Teaching from an eye-height of 1m

For no reason that I can think of, I woke up this morning with a thought in my head.

What is it like teaching if you’re very short?

From 1m (3ft), the classroom must look like a very different place. Here are the things I can think of in the classrooms I’m teaching in at the moment:

  • You’ll only just be able to see over the table, so monitoring could be challenging, and seeing what students are doing by walking behind them will be impossible.
  • The whiteboards are set at least 80cm above the ground, so you’ll only be able to use a tiny part of it.
  • The visualiser is set on a high table, so again it will be hard to use, although it could be used instead of the board in some cases.
  • Students may react in unusual ways to having a teacher who contrasts with their mental image of ‘teacher’.
Visualiser: Image from GeneeWorld

This means a lot of the advice I give to teachers is either redundant or very difficult to follow. What would you do in these situations? Can you think of any others? Do you know of any stories of teachers in this situation?

(This was partly inspired by Tamas Lorincz‘s iTDi post about teaching from a different perspective which I read a long time ago – not sure where this thought came from today, but it reminded me of this excellent post which I’d recommend everyone read!)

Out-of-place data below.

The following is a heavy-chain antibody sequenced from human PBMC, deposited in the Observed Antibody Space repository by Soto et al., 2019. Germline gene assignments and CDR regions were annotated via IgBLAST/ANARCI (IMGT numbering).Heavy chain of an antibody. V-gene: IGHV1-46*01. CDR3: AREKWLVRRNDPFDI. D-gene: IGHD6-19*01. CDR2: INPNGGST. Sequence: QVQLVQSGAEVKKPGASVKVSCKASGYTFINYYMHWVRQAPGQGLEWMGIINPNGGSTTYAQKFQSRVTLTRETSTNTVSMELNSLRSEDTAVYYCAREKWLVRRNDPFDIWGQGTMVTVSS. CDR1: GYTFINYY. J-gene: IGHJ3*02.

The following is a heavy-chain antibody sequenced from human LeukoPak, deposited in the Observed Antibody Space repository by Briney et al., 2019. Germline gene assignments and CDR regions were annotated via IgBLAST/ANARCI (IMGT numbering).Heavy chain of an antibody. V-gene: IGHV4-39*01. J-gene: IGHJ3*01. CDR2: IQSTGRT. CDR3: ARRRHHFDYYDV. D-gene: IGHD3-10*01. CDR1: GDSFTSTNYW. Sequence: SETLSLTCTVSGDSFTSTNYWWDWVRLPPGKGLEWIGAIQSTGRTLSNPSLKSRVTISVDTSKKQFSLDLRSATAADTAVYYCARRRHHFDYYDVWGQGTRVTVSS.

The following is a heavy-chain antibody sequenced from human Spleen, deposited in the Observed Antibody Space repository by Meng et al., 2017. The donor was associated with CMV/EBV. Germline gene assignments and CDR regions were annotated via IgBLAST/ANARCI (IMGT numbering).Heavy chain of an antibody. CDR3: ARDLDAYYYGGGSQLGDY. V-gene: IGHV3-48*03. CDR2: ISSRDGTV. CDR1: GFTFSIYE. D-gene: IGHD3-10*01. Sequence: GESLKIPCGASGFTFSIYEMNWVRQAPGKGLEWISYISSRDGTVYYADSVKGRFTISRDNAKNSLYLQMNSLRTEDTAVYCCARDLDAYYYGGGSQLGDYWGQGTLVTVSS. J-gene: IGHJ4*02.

This post describes British Council exploratory study regarding English language teachers with disabilities.

3 thoughts on “Teaching from an eye-height of 1m

  1. Hi Sandy!

    I haven’t come across a teacher who is really short to comment on with confidence. But I still remember a primary school teacher who was short and had a nickname which referred to her lack of height. When I went through the list of problems that you anticipated for a 1 m high teacher I tried to match them with this particular teacher. I remember how she asked for help from tall students who were in the class for writing on the board. Since there was no access to any teaching aids then other than the board other issues didn’t arise.

    But your post made me think of an area of teaching that often gets overlooked primarily because of the lack of teachers who are very short.




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